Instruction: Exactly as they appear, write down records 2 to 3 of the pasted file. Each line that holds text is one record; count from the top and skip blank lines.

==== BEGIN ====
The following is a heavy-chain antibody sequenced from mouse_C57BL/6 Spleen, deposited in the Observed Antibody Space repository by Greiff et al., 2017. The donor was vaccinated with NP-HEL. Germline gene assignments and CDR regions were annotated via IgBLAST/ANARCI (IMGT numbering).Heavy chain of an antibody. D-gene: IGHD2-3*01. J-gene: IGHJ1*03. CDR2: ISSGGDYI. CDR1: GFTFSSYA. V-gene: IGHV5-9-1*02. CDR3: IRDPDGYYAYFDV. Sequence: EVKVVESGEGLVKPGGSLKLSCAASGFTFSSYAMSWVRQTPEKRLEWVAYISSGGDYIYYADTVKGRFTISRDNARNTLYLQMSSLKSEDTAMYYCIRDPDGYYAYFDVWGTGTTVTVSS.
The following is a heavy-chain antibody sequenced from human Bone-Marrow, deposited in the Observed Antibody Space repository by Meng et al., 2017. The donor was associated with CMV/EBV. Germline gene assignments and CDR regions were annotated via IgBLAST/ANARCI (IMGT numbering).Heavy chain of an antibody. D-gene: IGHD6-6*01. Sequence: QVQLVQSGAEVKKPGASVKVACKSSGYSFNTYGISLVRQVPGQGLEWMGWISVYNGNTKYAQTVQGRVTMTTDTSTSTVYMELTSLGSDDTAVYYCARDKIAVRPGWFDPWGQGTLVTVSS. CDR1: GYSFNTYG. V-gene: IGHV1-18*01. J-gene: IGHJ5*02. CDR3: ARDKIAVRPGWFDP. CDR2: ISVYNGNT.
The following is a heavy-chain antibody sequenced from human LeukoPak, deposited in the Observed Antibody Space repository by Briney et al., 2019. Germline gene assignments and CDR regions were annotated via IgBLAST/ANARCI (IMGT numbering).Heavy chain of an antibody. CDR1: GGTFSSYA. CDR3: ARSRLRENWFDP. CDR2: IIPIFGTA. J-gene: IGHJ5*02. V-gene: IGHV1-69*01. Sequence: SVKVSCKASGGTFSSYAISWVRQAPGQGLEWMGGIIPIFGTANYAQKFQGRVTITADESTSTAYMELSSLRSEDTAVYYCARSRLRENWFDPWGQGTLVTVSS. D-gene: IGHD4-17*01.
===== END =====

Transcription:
The following is a heavy-chain antibody sequenced from human Bone-Marrow, deposited in the Observed Antibody Space repository by Meng et al., 2017. The donor was associated with CMV/EBV. Germline gene assignments and CDR regions were annotated via IgBLAST/ANARCI (IMGT numbering).Heavy chain of an antibody. D-gene: IGHD6-6*01. Sequence: QVQLVQSGAEVKKPGASVKVACKSSGYSFNTYGISLVRQVPGQGLEWMGWISVYNGNTKYAQTVQGRVTMTTDTSTSTVYMELTSLGSDDTAVYYCARDKIAVRPGWFDPWGQGTLVTVSS. CDR1: GYSFNTYG. V-gene: IGHV1-18*01. J-gene: IGHJ5*02. CDR3: ARDKIAVRPGWFDP. CDR2: ISVYNGNT.
The following is a heavy-chain antibody sequenced from human LeukoPak, deposited in the Observed Antibody Space repository by Briney et al., 2019. Germline gene assignments and CDR regions were annotated via IgBLAST/ANARCI (IMGT numbering).Heavy chain of an antibody. CDR1: GGTFSSYA. CDR3: ARSRLRENWFDP. CDR2: IIPIFGTA. J-gene: IGHJ5*02. V-gene: IGHV1-69*01. Sequence: SVKVSCKASGGTFSSYAISWVRQAPGQGLEWMGGIIPIFGTANYAQKFQGRVTITADESTSTAYMELSSLRSEDTAVYYCARSRLRENWFDPWGQGTLVTVSS. D-gene: IGHD4-17*01.